Weaving a stronger community

United Way: Campaign has broadened into the counties to tap new wealth -- and unmet needs.

November 05, 1999

WE WON'T know for several months whether this year's United Way of Central Maryland campaign tops $40 million for the first time, but this much is clear: More people recognize the need for a regional safety net.

The 1999 campaign has recruited as many new businesses to participate as in the previous two years combined. Many are small and mid-sized technology firms, whose participation helps build a stronger base of support.

Most giving still flows from large employers downtown and needs in the urban core remain great. But the United Way has and broadened its geographic scope. Each suburban county now has its own "partnership board" and tailored campaign. As one campaign handout says, "Need doesn't have a ZIP code."

"It's a credit to the people in the counties that they recognize the need," says Larry E. Walton, president of the Central Maryland drive. Regional strategies helped Richmond, Charlotte and Atlanta grow their campaigns in the past decade; Mr. Walton sees the same evolution in the Baltimore area.

Here are snapshots of United Way activities in the counties:

Anne Arundel

Anne Arundel County ranks third in Maryland in household median income -- and a disappointing 12th in child well-being, according to the Baltimore-based Annie E. Casey Foundation.

The number of students eligible for free or reduced-price school meals increased 53 percent from 1992 to 1998, according to the foundation's 1999 Kids Count survey. Anne Arundel also has a higher percentage of low birth-weight infants than most jurisdictions and fared worse than most in the Casey rankings in early prenatal care, binge drinking among young people and on-time graduation. Many adults, too, have problems they cannot resolve on their own.

United Way-affiliated organizations in the county provide needed recreation and shelter, offer children direction and teach coping skills. The Annapolis Bywater Boys & Girls Club, the Anne Arundel Conflict Resolution Center, Anne Arundel Habitat for Humanity and the Business and Workforce Development Center are among recipient organizations.

Baltimore County

United Way provided nearly $4.2 million in health and human services to Baltimore County agencies last year. Among them was the YMCA, Maryland's largest provider of care for school-age children.

The Y is partnering with a developer to build a double ice-skating rink at its White Marsh-Fullerton site and hopes to embark on a $4 million renovation of its 50-year-old facility in Towson. More than 125,000 men, women and children participated in Y programs last year. While the YMCA charges for many of its programs, it doesn't refuse to serve those who cannot pay. This year, the YMCA will provide more than $1 million in financial assistance to disadvantaged and high-risk youth.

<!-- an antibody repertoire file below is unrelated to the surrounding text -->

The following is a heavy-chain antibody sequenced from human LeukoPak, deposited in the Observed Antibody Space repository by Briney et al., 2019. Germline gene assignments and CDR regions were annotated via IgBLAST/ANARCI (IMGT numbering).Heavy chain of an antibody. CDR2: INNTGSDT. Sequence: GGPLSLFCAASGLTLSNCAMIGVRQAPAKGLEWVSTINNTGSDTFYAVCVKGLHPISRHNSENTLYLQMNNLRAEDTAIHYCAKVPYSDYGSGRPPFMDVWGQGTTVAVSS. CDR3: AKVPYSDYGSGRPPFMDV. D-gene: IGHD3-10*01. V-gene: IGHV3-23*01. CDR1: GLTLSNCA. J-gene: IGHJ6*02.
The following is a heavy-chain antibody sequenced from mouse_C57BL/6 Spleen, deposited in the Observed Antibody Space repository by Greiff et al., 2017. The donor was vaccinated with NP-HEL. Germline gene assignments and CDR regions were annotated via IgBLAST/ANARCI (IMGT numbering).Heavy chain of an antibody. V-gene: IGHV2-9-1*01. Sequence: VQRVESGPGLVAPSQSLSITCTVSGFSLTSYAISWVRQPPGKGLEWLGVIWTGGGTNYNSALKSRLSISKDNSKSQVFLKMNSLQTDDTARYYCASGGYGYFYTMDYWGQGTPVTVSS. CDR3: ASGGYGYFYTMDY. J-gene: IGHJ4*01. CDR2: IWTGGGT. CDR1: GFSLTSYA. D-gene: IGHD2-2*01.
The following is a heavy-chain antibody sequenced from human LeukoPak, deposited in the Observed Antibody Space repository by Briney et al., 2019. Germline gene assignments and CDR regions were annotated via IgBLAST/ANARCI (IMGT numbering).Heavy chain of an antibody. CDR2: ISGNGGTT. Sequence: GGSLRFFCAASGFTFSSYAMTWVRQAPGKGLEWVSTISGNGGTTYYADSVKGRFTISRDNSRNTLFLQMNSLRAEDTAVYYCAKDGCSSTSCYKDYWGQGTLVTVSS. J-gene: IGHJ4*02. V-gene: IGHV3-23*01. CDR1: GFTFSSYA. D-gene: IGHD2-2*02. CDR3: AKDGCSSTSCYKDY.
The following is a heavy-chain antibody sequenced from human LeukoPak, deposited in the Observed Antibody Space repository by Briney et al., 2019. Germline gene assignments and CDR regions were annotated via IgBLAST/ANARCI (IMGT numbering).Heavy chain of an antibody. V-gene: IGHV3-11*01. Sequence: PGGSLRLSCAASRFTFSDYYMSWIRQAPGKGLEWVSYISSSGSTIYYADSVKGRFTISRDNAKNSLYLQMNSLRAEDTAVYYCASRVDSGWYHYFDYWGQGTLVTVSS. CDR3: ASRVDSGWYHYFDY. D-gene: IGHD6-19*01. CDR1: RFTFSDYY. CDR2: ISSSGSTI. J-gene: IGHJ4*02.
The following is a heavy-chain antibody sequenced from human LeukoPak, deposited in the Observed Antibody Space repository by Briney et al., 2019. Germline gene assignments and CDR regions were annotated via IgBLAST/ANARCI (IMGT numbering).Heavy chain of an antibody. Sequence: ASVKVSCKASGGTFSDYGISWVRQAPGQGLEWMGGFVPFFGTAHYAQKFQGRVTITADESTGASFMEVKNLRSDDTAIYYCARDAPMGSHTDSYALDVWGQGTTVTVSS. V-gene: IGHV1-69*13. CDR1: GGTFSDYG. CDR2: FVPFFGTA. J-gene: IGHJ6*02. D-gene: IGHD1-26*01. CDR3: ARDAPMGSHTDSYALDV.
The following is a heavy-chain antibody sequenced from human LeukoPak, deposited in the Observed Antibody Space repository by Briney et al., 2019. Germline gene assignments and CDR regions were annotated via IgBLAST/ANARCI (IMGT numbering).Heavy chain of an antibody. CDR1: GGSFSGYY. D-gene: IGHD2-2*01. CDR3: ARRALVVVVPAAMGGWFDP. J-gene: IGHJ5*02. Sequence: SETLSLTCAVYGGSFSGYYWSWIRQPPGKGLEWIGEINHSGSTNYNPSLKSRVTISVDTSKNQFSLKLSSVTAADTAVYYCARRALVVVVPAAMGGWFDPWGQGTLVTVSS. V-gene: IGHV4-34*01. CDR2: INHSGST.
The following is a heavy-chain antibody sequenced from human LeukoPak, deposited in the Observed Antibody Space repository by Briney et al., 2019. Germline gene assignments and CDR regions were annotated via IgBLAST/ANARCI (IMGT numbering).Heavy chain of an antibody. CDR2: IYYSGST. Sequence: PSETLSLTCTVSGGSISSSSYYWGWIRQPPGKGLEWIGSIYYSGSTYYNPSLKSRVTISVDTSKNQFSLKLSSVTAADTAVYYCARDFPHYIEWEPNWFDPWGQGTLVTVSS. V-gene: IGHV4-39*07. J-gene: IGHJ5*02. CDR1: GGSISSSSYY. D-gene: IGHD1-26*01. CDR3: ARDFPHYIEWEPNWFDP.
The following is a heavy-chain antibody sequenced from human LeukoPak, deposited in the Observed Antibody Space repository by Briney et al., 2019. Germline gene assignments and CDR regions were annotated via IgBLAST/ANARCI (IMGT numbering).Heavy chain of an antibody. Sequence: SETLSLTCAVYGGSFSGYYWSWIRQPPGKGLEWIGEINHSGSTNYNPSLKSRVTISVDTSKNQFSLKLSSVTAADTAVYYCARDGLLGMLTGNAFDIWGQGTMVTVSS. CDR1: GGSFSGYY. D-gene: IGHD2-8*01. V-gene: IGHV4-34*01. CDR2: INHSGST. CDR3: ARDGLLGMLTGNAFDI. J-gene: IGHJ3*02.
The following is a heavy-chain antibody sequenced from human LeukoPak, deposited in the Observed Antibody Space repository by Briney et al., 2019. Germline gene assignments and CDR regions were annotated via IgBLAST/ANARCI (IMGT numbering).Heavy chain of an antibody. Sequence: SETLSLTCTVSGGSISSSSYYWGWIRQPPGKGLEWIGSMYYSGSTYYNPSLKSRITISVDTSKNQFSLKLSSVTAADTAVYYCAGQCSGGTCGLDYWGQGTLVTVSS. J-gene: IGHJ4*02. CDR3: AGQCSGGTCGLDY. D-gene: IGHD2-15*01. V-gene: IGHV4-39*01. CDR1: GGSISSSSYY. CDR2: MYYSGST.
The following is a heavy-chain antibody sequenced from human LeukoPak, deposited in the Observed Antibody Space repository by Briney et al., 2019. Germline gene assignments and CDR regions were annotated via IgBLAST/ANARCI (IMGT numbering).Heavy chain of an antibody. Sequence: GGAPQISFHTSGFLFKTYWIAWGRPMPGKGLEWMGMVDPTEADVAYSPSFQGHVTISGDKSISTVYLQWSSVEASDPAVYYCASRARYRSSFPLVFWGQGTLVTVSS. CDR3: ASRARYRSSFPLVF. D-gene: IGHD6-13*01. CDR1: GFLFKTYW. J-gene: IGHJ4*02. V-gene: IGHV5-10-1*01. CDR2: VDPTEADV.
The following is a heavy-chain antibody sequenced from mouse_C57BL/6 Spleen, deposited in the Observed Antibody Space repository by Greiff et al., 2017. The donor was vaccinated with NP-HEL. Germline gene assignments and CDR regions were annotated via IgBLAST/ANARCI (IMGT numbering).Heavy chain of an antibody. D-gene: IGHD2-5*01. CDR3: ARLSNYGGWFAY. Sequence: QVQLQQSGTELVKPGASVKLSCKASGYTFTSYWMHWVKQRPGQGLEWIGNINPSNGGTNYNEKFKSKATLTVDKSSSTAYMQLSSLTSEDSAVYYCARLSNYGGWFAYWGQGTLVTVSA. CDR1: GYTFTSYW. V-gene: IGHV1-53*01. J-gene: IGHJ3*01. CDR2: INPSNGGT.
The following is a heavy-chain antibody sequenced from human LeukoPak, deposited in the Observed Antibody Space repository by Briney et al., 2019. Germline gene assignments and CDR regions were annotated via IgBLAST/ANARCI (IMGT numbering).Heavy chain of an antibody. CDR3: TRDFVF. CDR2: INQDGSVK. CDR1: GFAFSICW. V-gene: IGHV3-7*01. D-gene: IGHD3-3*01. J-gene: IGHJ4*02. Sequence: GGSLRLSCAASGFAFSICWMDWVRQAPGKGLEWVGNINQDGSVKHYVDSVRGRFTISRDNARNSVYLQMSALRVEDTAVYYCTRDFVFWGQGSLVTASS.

Without United Way support, the Y would be hard-pressed to do this vital work.

Carroll County

United Way touches the lives of some 60,000 Carroll countians. It helps the Mission of Mercy run health care clinics for the needy. It funds the summer Camp Fun and Food for youngsters in Westminster. Raising Hopes Infant Center provides day care and job aid for teen mothers.

"The need is growing in Carroll County, especially in areas of families and children, and also senior-citizen day care," said Virginia W. Smith, United Way fund-raising chairwoman in the county. "We're seeing new programs in new places," she said, such as the Carroll Child Care Center's day-care facility that opened recently in Taneytown.

Harford County

Ask Don Mathis, executive director of the Boys and Girls Club of Harford County about the need for United Way in a suburban county: "I've been here two years. I was previously in New York, D.C. and Los Angeles. If any of those places had a school dropout rate under 5 percent like Harford, they'd have a parade. But there are problems here of crime and stress and poverty. Edgewood is a crime `hot spot.' Aberdeen may be one next year.

"If adults are getting high, being stupid, that's the role models these kids see, and it affects them. Yes, in this county of plenty there are kids who aren't doing well in school, there are concentrations of crime and there's a growing drug problem."

The Boys Club opened in a church basement in Aberdeen 10 years ago with 60 children. It now has 1,200 members who pay $5 a year to belong; another 1,800 children attend at least one of its programs. There are clubs in Havre de Grace, Aberdeen and Edgewood where children play games, get homework help and make crafts. A fourth club is opening in Bel Air.

The United Way provides 10 percent of the club's $760,000 budget. That's invaluable, Mr. Mathis says, because it helps validate the program when it solicits other private giving or government grants.

"These kids are our seed corn," Mr. Mathis says. "Do we want them being productive and paying taxes, or do we want to pay $37,000 a year to incarcerate them?"

Howard County

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